October 9, 2016

Begin prepping your lawn while spring is still just around the corner


It’s Valentine’s Day so it’s perfectly understandable that prepping your lawn for spring is not a priority today. However, that won’t be the case in the coming weeks.

Although the first day of spring and the annual turning back of the clocks are weeks away it’s time for homeowners especially those marketing their homes this year to dust off the lawn tools.  Keep a close weather watch to ensure you don’t get into some pre-spring care too soon.

Staging a home’s exterior doesn’t get as much attention as staging the interior, but that doesn’t lessen its marketing value. It's a fact that a great lawn is a powerful curb appeal factor.  Studies have found it can increase a property's value by as much as 10 percent.  That's a good return on a little sweat equity, and getting an early start makes the chore an incremental process that makes it easier on you and your lawn.

Winter is rough on lawns and although this year’s punishment has not been as severe as years past now is prime time to begin a gentle reawakening process.  According to lawn pros, the first step is with the rake. Nothing too vigorous, just a good once-over to remove twigs, debris and some thatch build up, which helps you focus on areas that need attention.  It's a good idea to give your lawn a week's rest after the first grooming.

The next step is to loosen up the soil with some aeration.  That gets more water, air and fertilizer to the grass' root base.  Unless you have a large yard, a manual aerating tool is all you need.  If you have a big yard, think about renting a power aerator.  Be sure what you’re getting is a machine that pulls plugs out of the lawn instead of just punching holes in it.

Once the lawn is aerated revisit those areas that need some tender, loving care.  The easiest way to heal winter-damaged spots is re-seeding.  After the damaged areas are cleaned up sprinkle grass seed on the soil.  Then add fertilizer and keep it moist until the seeds sprout.  This is also a good time to top dress the yard.  The goal of top dressing is to strengthen the grass and condition it so it doesn't need as much water and fertilizer.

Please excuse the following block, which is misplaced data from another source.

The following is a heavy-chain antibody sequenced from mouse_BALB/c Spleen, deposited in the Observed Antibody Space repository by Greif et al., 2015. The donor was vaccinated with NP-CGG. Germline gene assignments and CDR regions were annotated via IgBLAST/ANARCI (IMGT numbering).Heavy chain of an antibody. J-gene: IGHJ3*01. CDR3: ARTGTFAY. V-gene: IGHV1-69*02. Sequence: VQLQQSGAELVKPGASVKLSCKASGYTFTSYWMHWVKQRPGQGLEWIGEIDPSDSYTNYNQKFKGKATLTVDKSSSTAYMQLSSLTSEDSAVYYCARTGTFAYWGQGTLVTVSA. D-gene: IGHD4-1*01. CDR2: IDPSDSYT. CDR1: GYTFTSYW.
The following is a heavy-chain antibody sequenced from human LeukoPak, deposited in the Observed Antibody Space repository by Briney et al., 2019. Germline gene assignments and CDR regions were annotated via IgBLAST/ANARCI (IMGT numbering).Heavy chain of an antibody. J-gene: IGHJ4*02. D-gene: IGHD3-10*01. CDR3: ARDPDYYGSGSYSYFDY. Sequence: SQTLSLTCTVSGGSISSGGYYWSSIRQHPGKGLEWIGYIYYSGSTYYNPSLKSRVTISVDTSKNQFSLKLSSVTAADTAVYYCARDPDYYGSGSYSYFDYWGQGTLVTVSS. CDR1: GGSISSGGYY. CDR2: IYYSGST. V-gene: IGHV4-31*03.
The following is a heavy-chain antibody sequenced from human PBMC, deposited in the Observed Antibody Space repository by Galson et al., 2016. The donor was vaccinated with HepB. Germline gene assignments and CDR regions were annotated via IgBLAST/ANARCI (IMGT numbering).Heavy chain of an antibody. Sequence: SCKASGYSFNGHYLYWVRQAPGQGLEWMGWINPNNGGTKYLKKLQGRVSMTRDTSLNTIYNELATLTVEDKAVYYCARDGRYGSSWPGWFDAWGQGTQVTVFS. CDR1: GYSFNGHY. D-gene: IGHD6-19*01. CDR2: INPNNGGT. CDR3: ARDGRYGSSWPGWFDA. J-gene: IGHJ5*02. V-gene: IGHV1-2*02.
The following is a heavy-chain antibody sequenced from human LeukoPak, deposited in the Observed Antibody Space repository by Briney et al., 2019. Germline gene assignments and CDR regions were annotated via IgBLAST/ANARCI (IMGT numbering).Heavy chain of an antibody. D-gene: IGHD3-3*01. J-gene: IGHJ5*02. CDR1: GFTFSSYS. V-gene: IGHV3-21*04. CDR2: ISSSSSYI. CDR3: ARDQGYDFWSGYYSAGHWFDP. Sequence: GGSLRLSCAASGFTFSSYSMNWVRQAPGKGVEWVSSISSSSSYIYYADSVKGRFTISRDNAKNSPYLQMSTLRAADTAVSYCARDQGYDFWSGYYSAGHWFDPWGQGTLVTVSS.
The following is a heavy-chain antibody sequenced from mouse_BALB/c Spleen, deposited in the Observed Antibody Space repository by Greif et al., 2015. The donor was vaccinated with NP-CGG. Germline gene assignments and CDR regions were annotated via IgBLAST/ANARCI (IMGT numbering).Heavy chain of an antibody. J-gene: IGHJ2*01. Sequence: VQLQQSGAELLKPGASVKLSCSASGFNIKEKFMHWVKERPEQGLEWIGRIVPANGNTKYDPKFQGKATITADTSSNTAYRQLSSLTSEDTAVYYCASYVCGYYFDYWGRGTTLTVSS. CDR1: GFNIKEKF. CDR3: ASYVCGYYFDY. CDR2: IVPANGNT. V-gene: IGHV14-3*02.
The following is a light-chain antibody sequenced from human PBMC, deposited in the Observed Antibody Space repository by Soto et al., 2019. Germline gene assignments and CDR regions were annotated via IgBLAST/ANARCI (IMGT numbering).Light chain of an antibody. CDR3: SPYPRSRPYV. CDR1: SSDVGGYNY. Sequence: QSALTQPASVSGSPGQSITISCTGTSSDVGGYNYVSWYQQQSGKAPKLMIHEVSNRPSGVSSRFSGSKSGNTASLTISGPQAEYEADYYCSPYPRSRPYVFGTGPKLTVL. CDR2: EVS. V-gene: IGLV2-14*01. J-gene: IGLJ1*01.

Top dressing involves adding a fine layer of compost.  If you mix compost with soil or sand, be sure to match the existing soil.   Any golf course greens keeper will tell you top dressing builds up the soil quality.  It also stimulates the grass to produce new shoots and helps produce a denser grass cover.  Local home improvement and garden center employees can offer a wealth of information and advice on this process.

Homeowners who take the time to cultivate and maintain a healthy lawn are also crowding out weeds, but that doesn't mean they won't pop up.  Go after weeds early and keep it up.  It's an on-going effort, but there are techniques that will make the battle easier.  For example, when it's time to begin mowing raise your mower’s deck, somewhere in the area of three inches will do the job.  The goal is to let the grass grow taller and thicker because a thicker growth of grass helps choke out weeds. You'll have to mow more often, but you won’t be pulling weeds as often.

Another task that pays off as the mowing season begins is defining the lawn by edging the sidewalks and around planters or flower beds.  Besides making mowing easier, a good edging job makes the entire lawn look sharper.

There are benefits to all this lawn work besides boosting the curb appeal.  Healthy lawns absorb sound, produce oxygen, trap dust particles, prevent soil from eroding and fight pollution.  A wealth of tips and guides for lawn care and landscaping can be found at  It’s a free service of the National Association of Realtors® to help home owners enhance their home’s value and enjoyment of it.

Marsha Stowell is the 2016 president of the Northeast Tennessee Association of Realtors. The real estate education and trade group is the voice for real estate in the Tri-Cities and has over 1,000 local Realtor® members and almost 60 affiliates